Now we are not spending a bunch of time constructing throw-away objects, and garbage collector activity has dropped by a huge fraction. We can also make much more effective use of the available CPU cores for doing actual cache lookups, instead of busy work!

This was instantly reflected at the metrics I was collecting for the actual demo code. Before the change, the code was doing almost 6000 cache lookups per second:

-- Timers -------------------------------
             count = 4528121
         mean rate = 5872.91 calls/second
     1-minute rate = 5839.87 calls/second
     5-minute rate = 6053.27 calls/second
    15-minute rate = 6648.47 calls/second
               min = 0.29 milliseconds
               max = 10.25 milliseconds
              mean = 1.34 milliseconds
            stddev = 1.45 milliseconds
            median = 0.62 milliseconds
              75% <= 0.99 milliseconds
              95% <= 4.00 milliseconds
              98% <= 4.59 milliseconds
              99% <= 6.02 milliseconds
            99.9% <= 10.25 milliseconds

After the change to skip cache expiration at cache lookup, and only do cache entry expiration when we are inserting new cache entries, the same timer reported a hugely improved speed for cache lookups:

-- Timers -------------------------------
             count = 27500000
         mean rate = 261865.50 calls/second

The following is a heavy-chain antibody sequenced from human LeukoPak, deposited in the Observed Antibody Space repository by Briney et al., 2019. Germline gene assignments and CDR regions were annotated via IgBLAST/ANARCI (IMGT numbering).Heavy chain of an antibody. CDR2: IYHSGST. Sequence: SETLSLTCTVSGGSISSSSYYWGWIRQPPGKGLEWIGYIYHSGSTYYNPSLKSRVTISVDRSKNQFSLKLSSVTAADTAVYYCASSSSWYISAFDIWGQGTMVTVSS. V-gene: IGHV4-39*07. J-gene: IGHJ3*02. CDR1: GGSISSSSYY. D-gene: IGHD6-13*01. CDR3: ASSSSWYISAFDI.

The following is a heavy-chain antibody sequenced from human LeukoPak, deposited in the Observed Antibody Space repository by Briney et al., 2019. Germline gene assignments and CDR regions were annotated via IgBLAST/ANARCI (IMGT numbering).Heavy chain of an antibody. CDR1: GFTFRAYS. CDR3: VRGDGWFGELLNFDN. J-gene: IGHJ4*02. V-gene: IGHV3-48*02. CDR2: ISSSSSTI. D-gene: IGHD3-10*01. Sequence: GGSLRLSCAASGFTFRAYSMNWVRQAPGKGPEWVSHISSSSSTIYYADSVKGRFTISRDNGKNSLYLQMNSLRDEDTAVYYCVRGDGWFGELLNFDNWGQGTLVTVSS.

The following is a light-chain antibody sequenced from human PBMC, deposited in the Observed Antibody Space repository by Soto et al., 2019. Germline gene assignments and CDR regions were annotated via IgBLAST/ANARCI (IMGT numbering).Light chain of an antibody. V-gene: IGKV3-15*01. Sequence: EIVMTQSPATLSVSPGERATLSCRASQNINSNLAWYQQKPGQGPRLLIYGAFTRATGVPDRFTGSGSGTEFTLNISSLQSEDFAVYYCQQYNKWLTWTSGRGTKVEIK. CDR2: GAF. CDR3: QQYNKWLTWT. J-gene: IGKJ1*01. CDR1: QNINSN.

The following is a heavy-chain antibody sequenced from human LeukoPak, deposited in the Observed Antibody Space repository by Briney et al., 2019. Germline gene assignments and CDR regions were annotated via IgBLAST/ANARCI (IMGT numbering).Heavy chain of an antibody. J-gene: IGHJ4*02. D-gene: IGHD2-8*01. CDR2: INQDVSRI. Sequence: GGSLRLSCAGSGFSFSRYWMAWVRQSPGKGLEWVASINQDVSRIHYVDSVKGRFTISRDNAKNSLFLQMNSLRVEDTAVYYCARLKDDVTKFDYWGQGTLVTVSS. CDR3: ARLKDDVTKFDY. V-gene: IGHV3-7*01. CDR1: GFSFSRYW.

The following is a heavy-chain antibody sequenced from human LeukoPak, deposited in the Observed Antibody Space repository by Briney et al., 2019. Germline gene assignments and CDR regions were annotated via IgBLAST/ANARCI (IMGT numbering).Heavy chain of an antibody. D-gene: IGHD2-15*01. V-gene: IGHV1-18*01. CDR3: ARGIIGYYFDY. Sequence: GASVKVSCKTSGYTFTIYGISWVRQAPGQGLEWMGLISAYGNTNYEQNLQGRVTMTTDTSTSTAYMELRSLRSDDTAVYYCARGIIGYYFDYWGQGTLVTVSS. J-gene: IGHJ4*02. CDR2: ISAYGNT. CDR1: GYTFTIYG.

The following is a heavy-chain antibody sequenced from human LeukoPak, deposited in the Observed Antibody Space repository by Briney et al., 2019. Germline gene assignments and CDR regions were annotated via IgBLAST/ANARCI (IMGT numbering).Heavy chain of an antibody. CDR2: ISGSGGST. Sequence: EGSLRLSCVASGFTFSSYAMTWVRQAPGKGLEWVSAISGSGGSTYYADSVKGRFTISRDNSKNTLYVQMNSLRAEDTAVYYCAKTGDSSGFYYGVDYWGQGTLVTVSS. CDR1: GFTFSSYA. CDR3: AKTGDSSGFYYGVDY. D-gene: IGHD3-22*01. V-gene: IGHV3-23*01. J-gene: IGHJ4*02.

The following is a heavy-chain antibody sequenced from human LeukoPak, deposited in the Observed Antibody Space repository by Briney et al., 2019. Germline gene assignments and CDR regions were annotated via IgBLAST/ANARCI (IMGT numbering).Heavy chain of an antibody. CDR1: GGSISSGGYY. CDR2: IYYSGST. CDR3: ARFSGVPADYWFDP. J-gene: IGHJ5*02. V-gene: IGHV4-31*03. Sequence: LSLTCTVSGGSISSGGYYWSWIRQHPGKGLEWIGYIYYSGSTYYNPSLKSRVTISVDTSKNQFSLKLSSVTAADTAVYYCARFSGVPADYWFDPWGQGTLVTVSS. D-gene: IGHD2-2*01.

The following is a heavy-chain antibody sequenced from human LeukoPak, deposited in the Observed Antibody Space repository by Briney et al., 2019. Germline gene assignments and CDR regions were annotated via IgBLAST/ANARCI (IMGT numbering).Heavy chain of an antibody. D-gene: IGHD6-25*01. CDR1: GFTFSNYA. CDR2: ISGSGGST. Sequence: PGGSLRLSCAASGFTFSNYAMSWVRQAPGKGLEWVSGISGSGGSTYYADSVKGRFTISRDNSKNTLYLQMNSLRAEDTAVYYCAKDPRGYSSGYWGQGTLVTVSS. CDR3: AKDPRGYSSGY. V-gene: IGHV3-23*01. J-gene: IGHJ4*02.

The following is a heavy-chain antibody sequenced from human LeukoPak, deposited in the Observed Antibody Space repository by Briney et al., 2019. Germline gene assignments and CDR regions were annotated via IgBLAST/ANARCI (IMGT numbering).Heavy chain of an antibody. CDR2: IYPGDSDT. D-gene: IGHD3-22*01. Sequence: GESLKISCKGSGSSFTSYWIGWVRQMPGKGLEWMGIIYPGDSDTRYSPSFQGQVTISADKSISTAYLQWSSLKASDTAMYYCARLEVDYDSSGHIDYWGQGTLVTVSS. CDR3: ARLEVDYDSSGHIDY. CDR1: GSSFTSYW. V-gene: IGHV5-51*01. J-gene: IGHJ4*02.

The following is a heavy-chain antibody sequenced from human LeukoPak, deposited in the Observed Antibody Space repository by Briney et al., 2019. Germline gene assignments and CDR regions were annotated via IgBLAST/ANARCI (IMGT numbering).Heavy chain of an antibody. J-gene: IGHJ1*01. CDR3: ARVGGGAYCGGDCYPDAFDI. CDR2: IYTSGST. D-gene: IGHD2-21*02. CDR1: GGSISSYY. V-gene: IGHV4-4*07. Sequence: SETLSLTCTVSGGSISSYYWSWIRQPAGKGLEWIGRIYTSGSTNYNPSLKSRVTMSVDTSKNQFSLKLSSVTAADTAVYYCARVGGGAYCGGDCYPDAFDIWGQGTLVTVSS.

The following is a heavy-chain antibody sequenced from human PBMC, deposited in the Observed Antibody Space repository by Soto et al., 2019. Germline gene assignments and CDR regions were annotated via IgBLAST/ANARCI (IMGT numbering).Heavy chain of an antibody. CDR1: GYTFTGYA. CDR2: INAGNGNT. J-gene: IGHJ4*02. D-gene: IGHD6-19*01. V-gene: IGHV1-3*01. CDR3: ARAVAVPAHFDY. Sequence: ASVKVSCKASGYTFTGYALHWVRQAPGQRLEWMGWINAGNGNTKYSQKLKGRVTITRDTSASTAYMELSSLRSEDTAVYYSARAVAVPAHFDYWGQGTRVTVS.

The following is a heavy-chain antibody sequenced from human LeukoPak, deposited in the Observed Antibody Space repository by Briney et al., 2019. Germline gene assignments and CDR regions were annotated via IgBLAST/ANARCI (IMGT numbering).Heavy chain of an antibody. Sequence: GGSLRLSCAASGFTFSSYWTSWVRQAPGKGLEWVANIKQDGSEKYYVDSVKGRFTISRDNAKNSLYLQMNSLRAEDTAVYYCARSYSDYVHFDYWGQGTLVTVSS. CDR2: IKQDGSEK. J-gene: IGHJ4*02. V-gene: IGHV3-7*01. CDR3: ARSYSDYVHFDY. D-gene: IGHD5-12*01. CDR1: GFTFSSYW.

1-minute rate = 237073.52 calls/second
     5-minute rate = 186223.68 calls/second
    15-minute rate = 166706.39 calls/second
               min = 0.00 milliseconds
               max = 0.32 milliseconds
              mean = 0.02 milliseconds
            stddev = 0.02 milliseconds
            median = 0.02 milliseconds
              75% <= 0.03 milliseconds
              95% <= 0.05 milliseconds
              98% <= 0.05 milliseconds
              99% <= 0.05 milliseconds
            99.9% <= 0.32 milliseconds

That’s more like it. A cache lookup which completes in 0.32 milliseconds for the 99-th percentile of all cache lookups is something I definitely prefer working with. The insight from profiling tools, like YourKit, was instrumental in both understanding what the actual problem was, and verifying that the solution actually had the effect I expected it to have.

That’s why profiling is our friend!

by keramida at December 26, 2013 04:38 AM

September 25, 2012

Joseph Koshy

New release: ELF Toolchain v0.6.1

I am pleased to announce the availability of version 0.6.1 of the software being developed by the ElfToolChain project.

This new release supports additional operating systems (DragonFly BSD, Minix and OpenBSD), in addition to many bug fixes and documentation improvements.

This release also marks the start of a new "stable" branch, for the convenience of downstream projects interested in using our code.

Comments welcome.

by Joseph Koshy ( at September 25, 2012 02:25 PM